Viewpoint: Patent bill sponsored by Coons would aid drug development


heffronBy Rich Heffron

As the local economy changes, we must protect Delaware’s new innovators

In light of continuing layoffs at DuPont, it is crucial for Delaware to create new high paying jobs. One way to foster development in Delaware is to ensure protections are in place for those originating important new ideas.

Medical innovation is a booming sector of Delaware’s economy and researchers at Invion, a Wilmington drug development company, are currently testing a new inhalable, long-term treatment to relieve asthma.

The medicine could bring relief to 25 million Americans suffering from this lung disease. Developing new solutions requires clinical trials to allow researchers to test the effectiveness of new medicines. Our state is home to over 130 promising trials. This is good news for patients, doctors, researchers and Delaware’s economy. Hosting such clinical trials contributes $24 million to the State’s economy.


For innovators to continue to attract investment however, proper protections must be in place. This is particularly important for medical investment due to the time and resource intensity. According to a 2014 study by the Tufts Center for the Study of Drug Development, bringing a drug to market requires a staggering $2.6 billion investment and over ten years of research and testing.

Unfortunately for continued investment, Congress appears poised to consider H.R. 9, misleadingly titled The Innovation Act. The legislation nobly aims to address “patent trolls.” However, the bill was poorly crafted and as written, it would result in forcing legitimate patent holders to engage in costly and lengthy legal battles to defend their inventions from intellectual property theft.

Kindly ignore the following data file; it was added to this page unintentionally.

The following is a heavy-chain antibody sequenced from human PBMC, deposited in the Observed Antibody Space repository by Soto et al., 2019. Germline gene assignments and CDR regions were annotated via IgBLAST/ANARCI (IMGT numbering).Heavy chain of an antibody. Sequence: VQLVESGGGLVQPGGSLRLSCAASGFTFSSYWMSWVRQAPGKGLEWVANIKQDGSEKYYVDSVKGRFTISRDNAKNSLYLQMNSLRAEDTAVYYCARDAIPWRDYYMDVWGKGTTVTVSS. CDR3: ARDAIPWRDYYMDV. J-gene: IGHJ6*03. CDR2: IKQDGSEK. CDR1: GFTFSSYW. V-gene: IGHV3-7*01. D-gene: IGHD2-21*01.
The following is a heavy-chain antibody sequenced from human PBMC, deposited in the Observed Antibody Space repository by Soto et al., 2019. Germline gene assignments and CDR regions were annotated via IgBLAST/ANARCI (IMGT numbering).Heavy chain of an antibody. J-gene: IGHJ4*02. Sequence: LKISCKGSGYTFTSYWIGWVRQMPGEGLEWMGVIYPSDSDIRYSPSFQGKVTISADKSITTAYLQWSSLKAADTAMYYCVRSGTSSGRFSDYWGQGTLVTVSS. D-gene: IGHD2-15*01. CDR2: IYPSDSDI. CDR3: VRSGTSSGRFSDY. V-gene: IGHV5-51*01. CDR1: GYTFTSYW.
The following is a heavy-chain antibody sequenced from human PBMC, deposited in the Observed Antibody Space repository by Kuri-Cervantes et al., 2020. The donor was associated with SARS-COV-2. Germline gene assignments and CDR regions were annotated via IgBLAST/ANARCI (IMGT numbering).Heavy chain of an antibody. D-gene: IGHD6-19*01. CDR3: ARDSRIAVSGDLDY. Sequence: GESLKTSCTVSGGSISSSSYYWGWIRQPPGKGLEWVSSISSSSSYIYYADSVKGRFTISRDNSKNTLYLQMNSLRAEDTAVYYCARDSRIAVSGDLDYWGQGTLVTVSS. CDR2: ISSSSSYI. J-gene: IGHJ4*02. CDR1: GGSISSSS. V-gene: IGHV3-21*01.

To appropriately address patent trolling, whereby patents are used as legal weapons to force settlements from innovators even when their product does not infringe, Delaware Senator Christopher Coons introduced a rival bill – the STRONG Patents Act. Sen. Coons’ proposal eliminates the aforementioned flaws of the Innovation Act by strengthening legitimate patent protections and zeroing in on patent trolls.

Delaware’s bioscience industry is primed for growth, but misguided patent law reforms could paralyze innovation and critical medical research. Please encourage your representatives to support true patent reform and vote no on H.R. 9.

 Heffron is the President of the Delaware State Chamber of Commerce.


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